Map of articles relating to:


    • U.S Rep. Brandon Boyle in Olney

How Trump's budget would hurt Philly's business districts

U.S. Rep. Brendan Boyle, D-Pa, grew up in the Olney neighborhood of upper North Philadelphia. There, the congressman’s mother worked as a crossing guard shepherding school children across bustling North 5th…

    • Jason’s Cozyday is one of Olney’s most popular hang out spots for young people. (Kimberly Paynter/WHYY)

The hottest Philly neighborhood no one is talking about

No one could argue that Olney, in upper North Philadelphia, is gentrifying. But that doesn’t mean the neighborhood isn’t revitalizing. In the afternoon when schools let out, kids weighed down with…

    • Olney rec center

A Tale of Two Parks: How community saved Sturgis and Olney rec centers

At first glance Sturgis Recreation Center and Olney Recreation Center, located just blocks apart, seem like very similar community amenities. Both are located in the Parks and Recreation Department’s 9th district,…



Olney, named after the mansion that once stood in its place, is a neighborhood in North Philadelphia. The neighborhood is bordered by Roosevelt Boulevard to the south, Tacony Creek to the east, Godfrey Avenue to the north, and 6th Street to the west. The hilly farmland known as Olney was only apart of Philadelphia County as late as the late nineteenth century. The area prior to Olney’s inclusion was mainly farmers and wealthy Philadelphians who could afford to live out of the city. As the city grew, Olney became more and more urbanized, often attracting people who wanted to get away from the density of the city. The construction of the Broad Street subway line also linked Olney to the rest of the city making it even more ideal for those looking for a way out of the city while still being connected to center city.  By the 1960’s Olney experienced the effects of the deindustrialization of the city, driving many residents to the suburbs as a part of the “White Flight”, while drawing immigrants from all over the world to fill the vacancies left. By the 1970's a new wave of residents began migrating to the community and 5th Street became populated by a heavy Korean-American business district, while Southern parts of Olney had a Hispanic influence. Today Olney is a melting pot of ethnic groups and remains one of the most culturally diverse neighborhoods in the area, a feat that is reflected through its architecture and business’.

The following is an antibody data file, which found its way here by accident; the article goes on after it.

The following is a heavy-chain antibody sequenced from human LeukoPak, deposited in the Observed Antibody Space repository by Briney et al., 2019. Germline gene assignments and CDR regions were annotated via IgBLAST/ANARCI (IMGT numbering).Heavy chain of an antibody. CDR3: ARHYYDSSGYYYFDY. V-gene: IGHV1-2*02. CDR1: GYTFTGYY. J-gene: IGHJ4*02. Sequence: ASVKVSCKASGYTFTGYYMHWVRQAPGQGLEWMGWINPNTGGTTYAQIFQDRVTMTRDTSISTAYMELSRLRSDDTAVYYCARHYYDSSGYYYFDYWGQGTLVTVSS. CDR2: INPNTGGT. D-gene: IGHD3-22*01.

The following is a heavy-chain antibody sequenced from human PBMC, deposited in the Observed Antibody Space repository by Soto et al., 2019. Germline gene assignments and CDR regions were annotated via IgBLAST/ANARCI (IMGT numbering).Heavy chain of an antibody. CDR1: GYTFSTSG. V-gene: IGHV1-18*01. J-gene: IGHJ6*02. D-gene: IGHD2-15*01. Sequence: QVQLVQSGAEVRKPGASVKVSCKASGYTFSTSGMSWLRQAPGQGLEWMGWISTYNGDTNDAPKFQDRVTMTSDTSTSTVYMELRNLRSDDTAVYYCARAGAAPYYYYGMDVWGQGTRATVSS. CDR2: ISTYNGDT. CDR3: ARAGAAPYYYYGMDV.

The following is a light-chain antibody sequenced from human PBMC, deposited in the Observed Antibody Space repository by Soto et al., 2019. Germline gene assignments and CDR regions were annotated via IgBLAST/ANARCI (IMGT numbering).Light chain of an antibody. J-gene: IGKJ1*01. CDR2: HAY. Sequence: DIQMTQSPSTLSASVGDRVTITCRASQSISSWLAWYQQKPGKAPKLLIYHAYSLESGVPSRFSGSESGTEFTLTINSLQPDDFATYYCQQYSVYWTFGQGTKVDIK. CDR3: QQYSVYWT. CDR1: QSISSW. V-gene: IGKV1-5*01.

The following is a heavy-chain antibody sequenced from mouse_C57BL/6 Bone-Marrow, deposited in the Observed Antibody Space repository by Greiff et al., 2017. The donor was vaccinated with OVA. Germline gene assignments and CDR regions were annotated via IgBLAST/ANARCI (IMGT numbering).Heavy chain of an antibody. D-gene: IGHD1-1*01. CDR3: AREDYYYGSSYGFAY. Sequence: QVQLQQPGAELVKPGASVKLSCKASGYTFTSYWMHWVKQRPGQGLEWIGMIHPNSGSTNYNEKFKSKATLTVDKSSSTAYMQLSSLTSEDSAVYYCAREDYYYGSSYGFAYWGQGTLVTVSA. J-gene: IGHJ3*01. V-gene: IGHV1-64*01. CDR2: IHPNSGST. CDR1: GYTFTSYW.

Olney Wikipedia article 

Cambodian Association of North Philadelphia

Korean Community Development

Greater Olney Civic Association


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